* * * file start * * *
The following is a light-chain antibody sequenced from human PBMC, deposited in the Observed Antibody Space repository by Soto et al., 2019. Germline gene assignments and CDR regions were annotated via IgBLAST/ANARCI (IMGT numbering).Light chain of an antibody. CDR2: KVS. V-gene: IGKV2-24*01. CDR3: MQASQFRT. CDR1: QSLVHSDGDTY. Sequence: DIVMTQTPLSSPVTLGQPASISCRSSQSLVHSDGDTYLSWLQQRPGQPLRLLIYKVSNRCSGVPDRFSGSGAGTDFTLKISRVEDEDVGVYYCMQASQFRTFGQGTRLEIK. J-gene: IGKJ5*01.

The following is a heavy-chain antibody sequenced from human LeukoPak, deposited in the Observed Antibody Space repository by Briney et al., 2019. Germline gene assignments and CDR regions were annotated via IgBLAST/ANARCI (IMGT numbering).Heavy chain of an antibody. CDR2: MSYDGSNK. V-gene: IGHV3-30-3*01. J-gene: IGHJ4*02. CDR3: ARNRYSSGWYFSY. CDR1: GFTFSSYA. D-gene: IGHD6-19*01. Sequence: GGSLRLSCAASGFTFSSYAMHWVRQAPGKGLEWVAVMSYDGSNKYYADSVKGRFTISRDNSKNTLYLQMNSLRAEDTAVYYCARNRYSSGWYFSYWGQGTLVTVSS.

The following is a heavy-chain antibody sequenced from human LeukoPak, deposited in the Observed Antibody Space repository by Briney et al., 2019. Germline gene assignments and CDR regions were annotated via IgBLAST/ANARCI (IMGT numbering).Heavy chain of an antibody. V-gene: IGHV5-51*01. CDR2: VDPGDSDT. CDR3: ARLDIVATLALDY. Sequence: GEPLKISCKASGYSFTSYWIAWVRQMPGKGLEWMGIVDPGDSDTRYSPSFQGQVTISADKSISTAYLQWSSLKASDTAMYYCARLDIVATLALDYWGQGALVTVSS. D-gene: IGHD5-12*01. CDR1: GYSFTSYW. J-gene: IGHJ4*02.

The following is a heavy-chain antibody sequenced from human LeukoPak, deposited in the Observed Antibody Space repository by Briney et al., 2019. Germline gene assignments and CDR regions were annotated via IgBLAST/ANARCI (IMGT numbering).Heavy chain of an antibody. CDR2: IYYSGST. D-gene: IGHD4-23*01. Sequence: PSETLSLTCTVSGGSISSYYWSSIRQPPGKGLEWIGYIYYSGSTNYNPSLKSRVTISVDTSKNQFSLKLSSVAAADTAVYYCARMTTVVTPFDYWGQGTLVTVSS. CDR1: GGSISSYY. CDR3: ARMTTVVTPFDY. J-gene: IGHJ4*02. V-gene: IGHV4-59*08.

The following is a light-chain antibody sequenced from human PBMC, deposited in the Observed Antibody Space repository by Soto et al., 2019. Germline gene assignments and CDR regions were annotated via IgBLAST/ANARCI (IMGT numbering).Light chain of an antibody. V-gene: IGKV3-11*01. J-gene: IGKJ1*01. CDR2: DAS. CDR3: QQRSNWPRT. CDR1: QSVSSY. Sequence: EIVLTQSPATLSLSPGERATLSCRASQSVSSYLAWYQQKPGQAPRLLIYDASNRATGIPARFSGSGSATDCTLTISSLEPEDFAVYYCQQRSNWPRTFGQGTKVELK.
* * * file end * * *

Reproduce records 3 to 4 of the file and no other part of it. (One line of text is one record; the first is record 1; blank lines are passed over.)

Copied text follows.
The following is a heavy-chain antibody sequenced from human LeukoPak, deposited in the Observed Antibody Space repository by Briney et al., 2019. Germline gene assignments and CDR regions were annotated via IgBLAST/ANARCI (IMGT numbering).Heavy chain of an antibody. V-gene: IGHV5-51*01. CDR2: VDPGDSDT. CDR3: ARLDIVATLALDY. Sequence: GEPLKISCKASGYSFTSYWIAWVRQMPGKGLEWMGIVDPGDSDTRYSPSFQGQVTISADKSISTAYLQWSSLKASDTAMYYCARLDIVATLALDYWGQGALVTVSS. D-gene: IGHD5-12*01. CDR1: GYSFTSYW. J-gene: IGHJ4*02.

The following is a heavy-chain antibody sequenced from human LeukoPak, deposited in the Observed Antibody Space repository by Briney et al., 2019. Germline gene assignments and CDR regions were annotated via IgBLAST/ANARCI (IMGT numbering).Heavy chain of an antibody. CDR2: IYYSGST. D-gene: IGHD4-23*01. Sequence: PSETLSLTCTVSGGSISSYYWSSIRQPPGKGLEWIGYIYYSGSTNYNPSLKSRVTISVDTSKNQFSLKLSSVAAADTAVYYCARMTTVVTPFDYWGQGTLVTVSS. CDR1: GGSISSYY. CDR3: ARMTTVVTPFDY. J-gene: IGHJ4*02. V-gene: IGHV4-59*08.